This is the achilles heel of the scientific 'rationalism' of the Enlightenment. It can't account for beauty, it can't affirm humanity as anything other than a collection of particles, and it can't find any basis for values. But our fellow man, beauty, truth, justice, love; all of these things are self-evident truths that we all experience and are familiar with. Granted, these are truths that are contained in surfaces, but they are truths all the same. Where common sense and every day experience are successful at revealing these truths a rigorous scientific reductionism remains impotent.

And, if you're a Christian, you are familiar with truth contained in surfaces as the foundation of your faith is contained in the particularities, idiosyncracies and physical, human personage of Jesus Christ. In his bodily death and bodily resurrection. Not in some other-worldly essence or 'fundamental', not really in any set of precepts, but in a particular first century Jew. Who was certainly a collection of particles, cells and organs, but who was just as certainly something more than that.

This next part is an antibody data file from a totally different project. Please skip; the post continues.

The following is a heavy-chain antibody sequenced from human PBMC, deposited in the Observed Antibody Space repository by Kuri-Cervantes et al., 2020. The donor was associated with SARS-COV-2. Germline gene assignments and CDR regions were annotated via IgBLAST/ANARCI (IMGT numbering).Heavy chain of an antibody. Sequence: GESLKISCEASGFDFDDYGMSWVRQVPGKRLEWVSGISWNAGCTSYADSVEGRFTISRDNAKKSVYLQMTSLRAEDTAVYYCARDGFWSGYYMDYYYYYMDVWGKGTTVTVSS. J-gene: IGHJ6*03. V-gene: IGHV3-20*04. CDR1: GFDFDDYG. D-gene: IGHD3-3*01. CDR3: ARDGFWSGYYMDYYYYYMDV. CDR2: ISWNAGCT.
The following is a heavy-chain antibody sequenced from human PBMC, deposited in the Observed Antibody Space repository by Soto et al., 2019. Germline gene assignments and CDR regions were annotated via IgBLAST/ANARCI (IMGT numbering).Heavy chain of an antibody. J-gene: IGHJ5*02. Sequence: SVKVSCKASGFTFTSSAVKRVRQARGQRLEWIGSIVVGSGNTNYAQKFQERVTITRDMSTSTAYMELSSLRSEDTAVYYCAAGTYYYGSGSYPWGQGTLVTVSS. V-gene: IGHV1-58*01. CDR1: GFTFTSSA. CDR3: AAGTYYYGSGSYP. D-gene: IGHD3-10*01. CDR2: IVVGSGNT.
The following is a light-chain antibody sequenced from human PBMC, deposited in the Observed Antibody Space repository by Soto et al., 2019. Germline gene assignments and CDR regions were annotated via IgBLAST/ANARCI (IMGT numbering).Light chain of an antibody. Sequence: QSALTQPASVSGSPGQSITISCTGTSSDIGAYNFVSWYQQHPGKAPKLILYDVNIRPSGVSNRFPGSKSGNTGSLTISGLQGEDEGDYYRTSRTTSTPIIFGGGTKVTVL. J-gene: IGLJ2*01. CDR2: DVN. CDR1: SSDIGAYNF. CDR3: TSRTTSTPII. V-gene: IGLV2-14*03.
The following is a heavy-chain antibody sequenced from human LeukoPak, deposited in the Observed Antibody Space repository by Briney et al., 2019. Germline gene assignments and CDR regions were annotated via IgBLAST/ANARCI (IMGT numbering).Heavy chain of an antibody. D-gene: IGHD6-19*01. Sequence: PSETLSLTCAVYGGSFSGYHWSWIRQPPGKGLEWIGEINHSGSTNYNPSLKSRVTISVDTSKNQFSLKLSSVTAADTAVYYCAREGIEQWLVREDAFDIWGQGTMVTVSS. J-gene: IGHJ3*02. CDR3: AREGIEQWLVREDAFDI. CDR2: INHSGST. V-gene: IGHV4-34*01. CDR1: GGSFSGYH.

Tuesday, September 21, 2010

Retrospect for 'Retrospect For Life'

The song "Retrospect for Life" is featured on the 1997 album by Common One Day It'll All Make Sense, the eagerly awaited follow up to his masterpiece Resurrection. The song features the vocals of Lauryn Hill singing lines from Stevie Wonder's Never Dreamed You'd Leave in Summer. The song was the first single released for the album. Living in 2010, an era where the first single to a rap album is almost required to be some catchy club-friendly tune which can easily translate into a ringtone, the idea of a mellow, soulful, conceptual track about abortion being the lead commercial single for an album seems almost inconceivable. And even in 1997 it was far from typical, but then Common isn't your typical artist.